WAR HEAD WAR IN THE GULF By KEVIN J. LOURIE

THE BALTIMORE SUN

Jerusalem.--FOR MANY, THE GREATEST danger of the Persian Gulf war is not the conventional warhead, chemical or nuclear warheads, or even the fear of warheads, but simply the "war head," the head-full-of-war: war radio and TV, war politics, war small talk, war games, war food and war protective plastic sheeting.

One becomes a war-head when one's mood and curiosity, one's every night and day, are swept up in The War. This, of course, is the collective victory of Saddam Hussein and George Bush. Each day that we await the sirens and unknown explosions from the sky, or at least an hourly news update, we feel the roots of our defeat. A defeat not of territory but of consciousness, yet a defeat with exciting consolation prizes.

I am one such victim, who, for lack of ability to concentrate on academic work, has chosen to describe this suspended reality. In so doing, I hope also to encourage people who are more physically removed than I (that is, whose bodies are outside of missile firing range) to consider today's war drama from a more personal perspective, that is, to test their own war heads.

Our Jerusalem apartment, perched on a hill near the president's house, overlooks the Israel Museum and the Knesset. Maria and I make sure we are home before dusk (from dusk to dawn being Saddam's preferred hours for launching missiles) to be with our nine-month old baby during raids.

When the shrill civil defense alarm is sounded, I pause for a few seconds by our picture window to watch the museum's lights extinguish and to absorb the sights and sounds of a nation running for cover. With the siren, the people-pulse quickens and the scuffle of Jerusalemites fleeing the streets can be heard from the streets three floors below. The few drivers on the roads frantically honk their horns and race to an appropriate place to pull over and seal the car windows and don their gas masks, as instructed by the civil defense authority; while others just speed home.

At the instant of the warning, our building of six apartments becomes alive with activity -- doors and windows slamming, feet scurrying, announcing that families and old folks are manning their airtight "sealed rooms."

Each home has one. For sake of convenience, we chose to seal the baby's room, but it's not hermetically sealed. We have done our best to block incoming air from the windows and external doors by fitting foam strips between the frames, taping over the cracks, and then covering the entire structure with thick, clear plastic which is taped to the wall inside the room, giving the appearance of a makeshift plastic bag with its own brown tape frame hanging over the windows.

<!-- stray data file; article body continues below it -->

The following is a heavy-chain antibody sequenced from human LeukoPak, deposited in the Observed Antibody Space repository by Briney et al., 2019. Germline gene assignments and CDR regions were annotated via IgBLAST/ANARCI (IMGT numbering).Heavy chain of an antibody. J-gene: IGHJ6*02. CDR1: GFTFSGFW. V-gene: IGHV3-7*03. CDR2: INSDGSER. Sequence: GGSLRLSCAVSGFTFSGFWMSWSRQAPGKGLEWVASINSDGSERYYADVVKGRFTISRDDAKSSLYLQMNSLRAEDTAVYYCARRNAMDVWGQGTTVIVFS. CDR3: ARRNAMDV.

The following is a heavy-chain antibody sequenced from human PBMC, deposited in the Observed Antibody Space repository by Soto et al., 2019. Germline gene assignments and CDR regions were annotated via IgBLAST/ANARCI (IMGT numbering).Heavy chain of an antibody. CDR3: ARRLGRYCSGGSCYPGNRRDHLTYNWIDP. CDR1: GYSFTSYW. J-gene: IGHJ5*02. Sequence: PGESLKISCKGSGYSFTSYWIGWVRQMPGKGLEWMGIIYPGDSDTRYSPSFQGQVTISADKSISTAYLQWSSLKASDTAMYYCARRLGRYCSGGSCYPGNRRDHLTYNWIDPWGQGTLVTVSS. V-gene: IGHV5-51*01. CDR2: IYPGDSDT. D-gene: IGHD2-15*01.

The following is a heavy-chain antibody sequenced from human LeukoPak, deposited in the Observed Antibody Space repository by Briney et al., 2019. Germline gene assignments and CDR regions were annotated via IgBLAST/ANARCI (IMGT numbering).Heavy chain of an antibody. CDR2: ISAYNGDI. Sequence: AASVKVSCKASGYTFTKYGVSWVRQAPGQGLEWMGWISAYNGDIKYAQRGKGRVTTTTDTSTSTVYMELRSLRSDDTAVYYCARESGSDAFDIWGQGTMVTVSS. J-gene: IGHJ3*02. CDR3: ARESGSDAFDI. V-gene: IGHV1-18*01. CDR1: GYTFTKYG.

In the Room we have a bucket of water, to soak a towel for the foot of the door (once we are closed inside) to block gas from coming under; a few days supply of canned food and milk for us and baby; sealed mineral water; equipment such as batteries, flashlight, candle, radio, pocket knife, etc.; our gas masks, the self-injectable Atropine doses (nerve gas antidote for adults and babies) and talc treatment for mustard gas burns; and, most important, baby's "mamat" or "infant survival carrier," in which infants and toddlers until the age of two or three are locked during each missile attack.

The mamat -- a transparent plastic box more than a yard long, with a filter system and a shoulder strap, supported by an aluminum frame -- is also a carrier which collapses in order to travel (with baby inside) to a hospital or bomb shelter if necessary. During daylight hours, one occasionally sees parents lugging the hefty unit in its cardboard box wherever baby must go, so baby will never be out of reach of her mamat, and that mommy and daddy will be a little less worried by the prospect that an attack would come while separated.

It's a strange burden, to drag masks, talc, injectors and the burly mamat anywhere and everywhere one goes: shopping, to a pizza parlor, a walk around the block. . . . The official instructions are to always take one's personal survival kit, though many people break the rules here and there. For example, our day baby-sitter has a sealed house (!), with every window and door in the ten-room villa individually insulated. Hence, confident that little Anitra would be amply protected from gas, we have taken the liberty to leave the mamat at home during the weekdays.

The mask and the mamat are among the symbolic centerpieces of the entire war ordeal as lived by Israelis. There is something particularly heart-rending about seeing an infant stare helplessly through the walls of the mamat, as if to ask: "Why am I here?" Caressing her with the internal plastic arm, as instructed in the manual, is of little consolation, difficult as it is to maneuver the mitten, with its stiff sharp edges, to pick up a pacifier or to give her a bottle.

The first time I approached to place her in the mamat, she looked up at me from her crib with wide eyes of worry, as if she didn't recognize me. Well, of course; I was wearing my gas mask!

I cannot help but see the theatrical side of our situation: Like 3 1/2 million others, we mechanically follow the same steps each time the piercing sirens wail: Stand up, grab the phone and radio and close ourselves into the baby's room, turn on the light and turn off her heater (for safety purposes), place Anitra into her mamat with toys, water and milk bottles and pacifier, put the wet towel at the foot of the door, don our gas masks, and tune the radio to the army station for further instruction.